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  • face phantom

    An instrument used for teaching and practising eye operations in the early 1900s.

  • fairing

    Ceramic figure purchased at a fair, usually as a memento

  • fallopian tubes

    The pair of fine channels through which eggs pass from a woman’s ovaries to her uterus.

  • feeding

    To provide with food or nourishment

  • feeding cup

    Specially shaped cup used to feed invalids who cannot sit up.

  • feeding funnel

    differs from 'feeding cup' as not necessarily used for feeding babies or invalids, sometimes used during cermonies and ritulas such as the feeding of chiefs during tattooing ceremonies, sometimes classed as a relgious object.

  • feeding tube

    A piece of flexible tubing passed through the oral pharynx and into the oesophagus and stomach, through which liquid food is fed. Used to feed patient or in some cases force feeding in case of hunger strikers.

  • female condom

    A barrier form of contraception. It is worn inside the vagina. A flexible ring at the closed end of the tube covers the cervix and holds it in place, while at the other end an open ring stays in place at the vaginal opening. Like the male condom it provides a protective barrier during sex and is used both as a contraceptive and to protect against sexually transmitted infections (STIs).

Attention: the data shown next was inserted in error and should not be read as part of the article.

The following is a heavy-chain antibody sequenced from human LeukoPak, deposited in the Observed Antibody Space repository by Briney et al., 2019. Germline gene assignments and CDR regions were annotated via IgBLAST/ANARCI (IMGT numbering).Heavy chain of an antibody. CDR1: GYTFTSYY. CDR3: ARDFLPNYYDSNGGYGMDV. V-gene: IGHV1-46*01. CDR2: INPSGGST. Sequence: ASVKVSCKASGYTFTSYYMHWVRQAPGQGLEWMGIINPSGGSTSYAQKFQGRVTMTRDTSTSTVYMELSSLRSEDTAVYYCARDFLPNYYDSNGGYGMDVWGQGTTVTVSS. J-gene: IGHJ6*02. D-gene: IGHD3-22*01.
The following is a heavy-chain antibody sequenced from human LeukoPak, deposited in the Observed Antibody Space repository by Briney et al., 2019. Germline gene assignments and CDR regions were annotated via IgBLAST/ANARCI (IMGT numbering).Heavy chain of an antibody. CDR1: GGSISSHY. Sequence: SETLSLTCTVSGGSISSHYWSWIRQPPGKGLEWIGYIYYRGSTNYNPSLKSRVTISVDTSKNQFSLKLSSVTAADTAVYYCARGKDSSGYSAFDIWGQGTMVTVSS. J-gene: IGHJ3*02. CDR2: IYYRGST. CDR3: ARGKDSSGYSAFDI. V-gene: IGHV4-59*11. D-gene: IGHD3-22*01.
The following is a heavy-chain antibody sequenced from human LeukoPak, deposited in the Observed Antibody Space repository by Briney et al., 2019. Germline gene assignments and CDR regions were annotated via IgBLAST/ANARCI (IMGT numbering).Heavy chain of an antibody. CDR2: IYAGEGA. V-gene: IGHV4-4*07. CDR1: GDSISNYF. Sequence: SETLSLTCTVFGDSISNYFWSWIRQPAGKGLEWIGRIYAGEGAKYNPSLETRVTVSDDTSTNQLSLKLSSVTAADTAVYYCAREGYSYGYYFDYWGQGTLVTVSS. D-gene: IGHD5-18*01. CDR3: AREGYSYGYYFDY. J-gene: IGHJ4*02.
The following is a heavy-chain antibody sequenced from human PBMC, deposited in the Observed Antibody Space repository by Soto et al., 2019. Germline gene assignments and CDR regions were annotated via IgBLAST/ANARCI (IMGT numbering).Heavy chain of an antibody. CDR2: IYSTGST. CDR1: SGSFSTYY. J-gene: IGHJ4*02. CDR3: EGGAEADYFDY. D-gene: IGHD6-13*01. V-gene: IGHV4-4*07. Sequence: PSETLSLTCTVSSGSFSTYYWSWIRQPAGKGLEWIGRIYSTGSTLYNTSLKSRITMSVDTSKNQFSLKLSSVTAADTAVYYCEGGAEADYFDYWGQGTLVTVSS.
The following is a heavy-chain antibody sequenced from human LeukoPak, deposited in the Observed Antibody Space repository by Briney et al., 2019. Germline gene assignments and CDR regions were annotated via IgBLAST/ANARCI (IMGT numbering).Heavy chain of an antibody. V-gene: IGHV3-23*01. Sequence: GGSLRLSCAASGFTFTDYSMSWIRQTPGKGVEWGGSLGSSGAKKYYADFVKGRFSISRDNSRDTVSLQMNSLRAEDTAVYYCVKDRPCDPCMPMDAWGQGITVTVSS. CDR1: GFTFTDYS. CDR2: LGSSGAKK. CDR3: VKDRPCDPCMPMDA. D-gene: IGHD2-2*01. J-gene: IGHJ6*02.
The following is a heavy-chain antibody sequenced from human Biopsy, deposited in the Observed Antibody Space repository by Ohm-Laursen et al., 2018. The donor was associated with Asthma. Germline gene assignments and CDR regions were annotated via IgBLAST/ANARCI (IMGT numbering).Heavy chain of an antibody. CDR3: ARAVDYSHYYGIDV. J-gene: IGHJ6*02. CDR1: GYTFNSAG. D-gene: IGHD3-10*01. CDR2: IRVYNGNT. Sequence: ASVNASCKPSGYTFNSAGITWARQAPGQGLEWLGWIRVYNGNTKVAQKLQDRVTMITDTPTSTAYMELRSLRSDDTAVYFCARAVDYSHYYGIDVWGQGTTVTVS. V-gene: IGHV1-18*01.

• female menopause

    The time in a woman's life when ovulation and menstruation stop and the woman is no longer able to bear children. The menopause can occur at any age between the middle thirties and the middle fifties, but occurs most commonly between 45 and 55.

  • female urinal

    urinal used by women

  • femur

    The thigh bone. It is the longest bone in the human body.

  • Fennings' product

    Alfred Fennings opened a pharmacy in London in 1840 which sold treatments for serious illnesses. A ‘Fennings product’ is from this company, which distributed its wares across Britain.

  • fermentation

    A form of anaerobic respiration (respiration that does not need oxygen) occurring in certain micro-organisms, for example yeasts.

  • fertility

    The natural capacity to give birth.

  • fertility rites

    Rituals and ceremonies, usually with magical or religious overtones, which attempt to tame the unpredictable forces of nature to ensure a plentiful supply of food or the birth of healthy children or, very often, both. They may take the form of prayers, chants, dances and the performing of sacred dramas.

  • fever

    A rise in body temperature above normal. Fever usually occurs as a natural response to infection.

  • fibroid

    Muscle tumours of the uterus.

  • field dressing

    A type of bandage carried by soldiers for immediate use in case of wounds.

  • field hospital

    A temporary hospital set up near a combat zone to provide emergency care for the wounded.

  • filter

    A porous device designed to block certain objects or substances whilst letting others through. Filters are often used to removed solids from a liquid or gas.

  • Finsen lamp

    Niels Ryberg Finsen was a Danish physician who pioneered the use of ultraviolet light – from a Finsen Lamp – in the treatment of a number of skin infections.

  • first aid

    Treatment that is rendered initially for the care of an emergent condition. It is usually performed by a lay person to a sick or injured patient until definitive medical treatment can be accessed

  • first aid kit

    A kit designed to give help to an injured person until proper medical treatment is available

  • fistula